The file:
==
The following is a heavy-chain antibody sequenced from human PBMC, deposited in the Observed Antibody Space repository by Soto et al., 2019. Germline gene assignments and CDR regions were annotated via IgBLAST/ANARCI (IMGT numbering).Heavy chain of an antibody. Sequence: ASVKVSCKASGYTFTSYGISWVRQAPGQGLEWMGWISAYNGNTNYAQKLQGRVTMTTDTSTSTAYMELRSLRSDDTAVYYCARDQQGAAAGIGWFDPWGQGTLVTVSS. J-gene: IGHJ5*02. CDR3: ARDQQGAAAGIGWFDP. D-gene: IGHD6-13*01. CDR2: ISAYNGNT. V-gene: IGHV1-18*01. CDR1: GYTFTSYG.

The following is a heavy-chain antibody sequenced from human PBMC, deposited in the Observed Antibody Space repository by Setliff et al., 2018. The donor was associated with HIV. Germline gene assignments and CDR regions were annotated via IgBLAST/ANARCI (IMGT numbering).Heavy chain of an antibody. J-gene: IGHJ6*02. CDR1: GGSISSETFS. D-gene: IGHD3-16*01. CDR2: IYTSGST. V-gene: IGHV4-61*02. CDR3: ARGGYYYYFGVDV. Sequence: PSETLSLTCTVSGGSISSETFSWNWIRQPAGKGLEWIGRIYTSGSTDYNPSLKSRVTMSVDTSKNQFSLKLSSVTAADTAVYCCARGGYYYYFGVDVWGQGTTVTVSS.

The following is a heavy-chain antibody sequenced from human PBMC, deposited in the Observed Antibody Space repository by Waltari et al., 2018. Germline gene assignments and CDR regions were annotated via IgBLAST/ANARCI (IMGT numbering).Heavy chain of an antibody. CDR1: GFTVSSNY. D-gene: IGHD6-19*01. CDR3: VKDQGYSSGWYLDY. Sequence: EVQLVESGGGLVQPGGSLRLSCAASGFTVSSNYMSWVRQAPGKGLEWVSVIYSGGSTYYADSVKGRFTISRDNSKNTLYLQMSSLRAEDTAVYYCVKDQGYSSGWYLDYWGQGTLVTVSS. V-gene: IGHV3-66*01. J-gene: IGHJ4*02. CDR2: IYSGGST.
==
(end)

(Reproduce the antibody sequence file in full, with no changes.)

The following is a heavy-chain antibody sequenced from human PBMC, deposited in the Observed Antibody Space repository by Soto et al., 2019. Germline gene assignments and CDR regions were annotated via IgBLAST/ANARCI (IMGT numbering).Heavy chain of an antibody. Sequence: ASVKVSCKASGYTFTSYGISWVRQAPGQGLEWMGWISAYNGNTNYAQKLQGRVTMTTDTSTSTAYMELRSLRSDDTAVYYCARDQQGAAAGIGWFDPWGQGTLVTVSS. J-gene: IGHJ5*02. CDR3: ARDQQGAAAGIGWFDP. D-gene: IGHD6-13*01. CDR2: ISAYNGNT. V-gene: IGHV1-18*01. CDR1: GYTFTSYG.

The following is a heavy-chain antibody sequenced from human PBMC, deposited in the Observed Antibody Space repository by Setliff et al., 2018. The donor was associated with HIV. Germline gene assignments and CDR regions were annotated via IgBLAST/ANARCI (IMGT numbering).Heavy chain of an antibody. J-gene: IGHJ6*02. CDR1: GGSISSETFS. D-gene: IGHD3-16*01. CDR2: IYTSGST. V-gene: IGHV4-61*02. CDR3: ARGGYYYYFGVDV. Sequence: PSETLSLTCTVSGGSISSETFSWNWIRQPAGKGLEWIGRIYTSGSTDYNPSLKSRVTMSVDTSKNQFSLKLSSVTAADTAVYCCARGGYYYYFGVDVWGQGTTVTVSS.

The following is a heavy-chain antibody sequenced from human PBMC, deposited in the Observed Antibody Space repository by Waltari et al., 2018. Germline gene assignments and CDR regions were annotated via IgBLAST/ANARCI (IMGT numbering).Heavy chain of an antibody. CDR1: GFTVSSNY. D-gene: IGHD6-19*01. CDR3: VKDQGYSSGWYLDY. Sequence: EVQLVESGGGLVQPGGSLRLSCAASGFTVSSNYMSWVRQAPGKGLEWVSVIYSGGSTYYADSVKGRFTISRDNSKNTLYLQMSSLRAEDTAVYYCVKDQGYSSGWYLDYWGQGTLVTVSS. V-gene: IGHV3-66*01. J-gene: IGHJ4*02. CDR2: IYSGGST.